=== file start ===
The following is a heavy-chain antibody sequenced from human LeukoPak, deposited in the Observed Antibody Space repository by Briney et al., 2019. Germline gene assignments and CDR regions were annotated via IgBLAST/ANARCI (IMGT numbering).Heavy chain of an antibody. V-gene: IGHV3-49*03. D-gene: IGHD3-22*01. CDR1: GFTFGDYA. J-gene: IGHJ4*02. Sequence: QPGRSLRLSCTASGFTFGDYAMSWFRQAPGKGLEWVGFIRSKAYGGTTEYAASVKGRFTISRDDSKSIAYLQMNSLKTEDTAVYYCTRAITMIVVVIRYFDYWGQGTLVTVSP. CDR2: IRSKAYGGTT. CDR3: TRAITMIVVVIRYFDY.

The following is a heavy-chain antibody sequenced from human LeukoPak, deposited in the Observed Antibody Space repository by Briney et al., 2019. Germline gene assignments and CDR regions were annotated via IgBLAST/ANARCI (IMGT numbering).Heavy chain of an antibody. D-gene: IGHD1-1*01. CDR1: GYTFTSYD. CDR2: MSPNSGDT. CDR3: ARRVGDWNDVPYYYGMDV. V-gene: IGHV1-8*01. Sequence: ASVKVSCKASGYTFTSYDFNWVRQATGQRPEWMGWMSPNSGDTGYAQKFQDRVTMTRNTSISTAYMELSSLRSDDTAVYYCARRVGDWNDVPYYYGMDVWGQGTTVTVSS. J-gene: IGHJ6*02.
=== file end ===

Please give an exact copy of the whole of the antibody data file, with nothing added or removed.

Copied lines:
The following is a heavy-chain antibody sequenced from human LeukoPak, deposited in the Observed Antibody Space repository by Briney et al., 2019. Germline gene assignments and CDR regions were annotated via IgBLAST/ANARCI (IMGT numbering).Heavy chain of an antibody. V-gene: IGHV3-49*03. D-gene: IGHD3-22*01. CDR1: GFTFGDYA. J-gene: IGHJ4*02. Sequence: QPGRSLRLSCTASGFTFGDYAMSWFRQAPGKGLEWVGFIRSKAYGGTTEYAASVKGRFTISRDDSKSIAYLQMNSLKTEDTAVYYCTRAITMIVVVIRYFDYWGQGTLVTVSP. CDR2: IRSKAYGGTT. CDR3: TRAITMIVVVIRYFDY.

The following is a heavy-chain antibody sequenced from human LeukoPak, deposited in the Observed Antibody Space repository by Briney et al., 2019. Germline gene assignments and CDR regions were annotated via IgBLAST/ANARCI (IMGT numbering).Heavy chain of an antibody. D-gene: IGHD1-1*01. CDR1: GYTFTSYD. CDR2: MSPNSGDT. CDR3: ARRVGDWNDVPYYYGMDV. V-gene: IGHV1-8*01. Sequence: ASVKVSCKASGYTFTSYDFNWVRQATGQRPEWMGWMSPNSGDTGYAQKFQDRVTMTRNTSISTAYMELSSLRSDDTAVYYCARRVGDWNDVPYYYGMDVWGQGTTVTVSS. J-gene: IGHJ6*02.